A look at the week in Florida politics, from a television ad featuring a Ford Pinto to Democrats trying to reach out to rural voters.

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TALLAHASSEE, Fla. (AP) — Florida’s 2018 midterm election is one of the most important in years. The governor’s office and all three Cabinet seats are open, Republican Gov. Rick Scott is challenging three-term Democratic U.S. Sen. Bill Nelson, several congressional seats will be competitive and Floridians will vote on 13 proposed constitutional amendments, ranging from property tax cuts to banning greyhound racing. The following are items of political interest from the past week:



Republican Gov. Rick Scott continues to hammer away at Democratic U.S. Sen. Bill Nelson as a career politician, this time with a television ad that flashes back to the 1970s.

The ad begins with a flashing disco ball and a photo of an ad for a Ford Pinto, a model that’s been defunct since 1980, and a headshot of a much younger Nelson.

“In 1978, the Ford Pinto was the best-selling small car in America, gas was 63 cents a gallon and Bill Nelson was elected to Congress,” an announcer says while 70s-style theme music plays in the background. “Forty years later a lot of things changed, but Bill Nelson is still in Washington.”

That’s when the image shows a Pinto rotting in a junkyard, a sign showing gas selling for $2.79 and a photo of a much older Nelson.

The ad, however, continues a significant error: It states that Nelson has been in Washington for a “half century.”

In reality, Nelson has split his time in Washington and Tallahassee over that time period. Nelson was first elected to the Florida Legislature in 1972 and then to Congress in 1978. In 1990, he lost a bid for governor and left office. He was elected insurance commissioner four years later and held that job until he ran for the U.S. Senate in 2000.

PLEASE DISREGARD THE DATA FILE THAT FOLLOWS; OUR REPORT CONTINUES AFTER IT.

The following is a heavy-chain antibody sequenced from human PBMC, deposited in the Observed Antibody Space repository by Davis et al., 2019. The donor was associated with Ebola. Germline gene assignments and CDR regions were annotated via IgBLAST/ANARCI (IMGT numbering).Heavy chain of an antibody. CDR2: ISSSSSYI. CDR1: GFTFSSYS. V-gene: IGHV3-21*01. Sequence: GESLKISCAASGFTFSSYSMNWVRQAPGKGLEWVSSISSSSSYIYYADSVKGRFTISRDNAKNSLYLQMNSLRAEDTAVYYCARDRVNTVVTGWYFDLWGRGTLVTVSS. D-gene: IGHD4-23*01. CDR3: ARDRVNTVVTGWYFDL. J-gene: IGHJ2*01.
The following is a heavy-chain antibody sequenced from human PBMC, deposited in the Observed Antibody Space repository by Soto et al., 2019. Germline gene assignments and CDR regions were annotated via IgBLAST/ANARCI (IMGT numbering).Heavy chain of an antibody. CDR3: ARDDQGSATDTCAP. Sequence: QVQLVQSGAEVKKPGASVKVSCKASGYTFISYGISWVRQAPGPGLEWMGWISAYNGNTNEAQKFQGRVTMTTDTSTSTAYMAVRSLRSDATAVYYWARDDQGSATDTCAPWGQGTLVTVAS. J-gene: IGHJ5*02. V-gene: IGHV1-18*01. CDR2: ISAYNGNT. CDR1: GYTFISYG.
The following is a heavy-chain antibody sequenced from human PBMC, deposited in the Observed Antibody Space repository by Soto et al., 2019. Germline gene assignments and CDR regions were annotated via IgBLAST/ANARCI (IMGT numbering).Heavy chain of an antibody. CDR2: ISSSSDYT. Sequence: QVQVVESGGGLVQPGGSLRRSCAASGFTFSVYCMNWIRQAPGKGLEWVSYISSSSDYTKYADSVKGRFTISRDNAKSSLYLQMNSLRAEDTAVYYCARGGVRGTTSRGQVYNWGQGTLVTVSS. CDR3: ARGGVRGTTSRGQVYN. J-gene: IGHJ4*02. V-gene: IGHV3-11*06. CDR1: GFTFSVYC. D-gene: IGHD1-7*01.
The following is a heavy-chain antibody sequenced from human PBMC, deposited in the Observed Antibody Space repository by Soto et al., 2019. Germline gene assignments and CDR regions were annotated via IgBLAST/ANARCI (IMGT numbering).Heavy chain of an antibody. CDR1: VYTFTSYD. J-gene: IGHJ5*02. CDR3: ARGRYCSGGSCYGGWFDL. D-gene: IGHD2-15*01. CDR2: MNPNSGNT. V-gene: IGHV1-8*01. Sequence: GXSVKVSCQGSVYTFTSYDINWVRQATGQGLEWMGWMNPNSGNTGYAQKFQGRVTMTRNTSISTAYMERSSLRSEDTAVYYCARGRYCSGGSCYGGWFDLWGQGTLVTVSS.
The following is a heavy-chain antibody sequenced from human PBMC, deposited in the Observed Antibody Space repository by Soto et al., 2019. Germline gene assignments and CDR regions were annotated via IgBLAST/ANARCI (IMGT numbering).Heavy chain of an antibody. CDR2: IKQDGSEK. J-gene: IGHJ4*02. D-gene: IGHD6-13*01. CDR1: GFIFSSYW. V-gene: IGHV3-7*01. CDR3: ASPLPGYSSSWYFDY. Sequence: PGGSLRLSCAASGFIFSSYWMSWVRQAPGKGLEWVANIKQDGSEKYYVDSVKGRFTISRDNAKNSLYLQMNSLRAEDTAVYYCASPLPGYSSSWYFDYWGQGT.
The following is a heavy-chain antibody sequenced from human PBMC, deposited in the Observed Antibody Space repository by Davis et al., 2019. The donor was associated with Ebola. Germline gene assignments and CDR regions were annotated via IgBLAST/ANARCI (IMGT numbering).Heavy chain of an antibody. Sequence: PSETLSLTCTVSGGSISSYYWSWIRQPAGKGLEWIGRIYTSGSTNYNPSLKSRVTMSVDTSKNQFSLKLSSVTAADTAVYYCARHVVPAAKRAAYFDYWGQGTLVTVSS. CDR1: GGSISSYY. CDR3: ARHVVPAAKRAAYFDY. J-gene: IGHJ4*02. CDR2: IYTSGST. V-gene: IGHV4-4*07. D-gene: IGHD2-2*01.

Scott’s campaign, however, isn’t apologizing for the mistake.

“He was first elected 46 years ago, went to Washington 40 years ago,” said Lauren Schenone, a spokeswoman for Scott’s campaign. “That’s about a half century – a few years less.”



Florida’s Democrats are heading out to the state’s smaller counties and rural areas in an effort to reach out to voters who traditionally vote Republican.

The tour started this past week in LaBelle where Florida Democratic Party chairwoman Terrie Rizzo met with candidates and voters from Glades and Hendry counties. President Donald Trump won the two counties in 2016 as did Gov. Rick Scott two years previously and GOP presidential nominee Mitt Romney in 2012.

Democrats say they are planning future stops in northwest Florida and in smaller counties in the central part of the state.

Party officials say they are trying to convince voters that Republican policies on health care and education have not helped them while the GOP has been in control of state government.

“People in every corner of Florida have been harmed by the decisions of Florida’s GOP,” said Rizzo.

The sudden interest, however, in rural voters was ridiculed by Agriculture Commissioner Adam Putnam, the leading Republican contender for governor, who called it an election-year gimmick.

“Floridians in our beautiful small towns will see right through liberals’ get-out-the-vote efforts,” said Putnam.



Democratic candidate for chief financial officer Jeremy Ring blasted Republican Gov. Rick Scott and the three Cabinet members for significantly scaling back their number of meetings. Only seven in-person meetings were scheduled for 2018, compared to 20 in 1999, Republican Gov. Jeb Bush’s first year in office.

And Ring, a former state senator, said they’ve also not doing significant work.

“What’s been on the agenda of the … meetings that have actually taken place? Unfortunately, not much — mostly award ceremonies and Attorney General (Pam) Bondi’s promotion of offering dogs for adoption,” Ring said in a campaign email.

He’s proposing that the Cabinet meet at least once a month.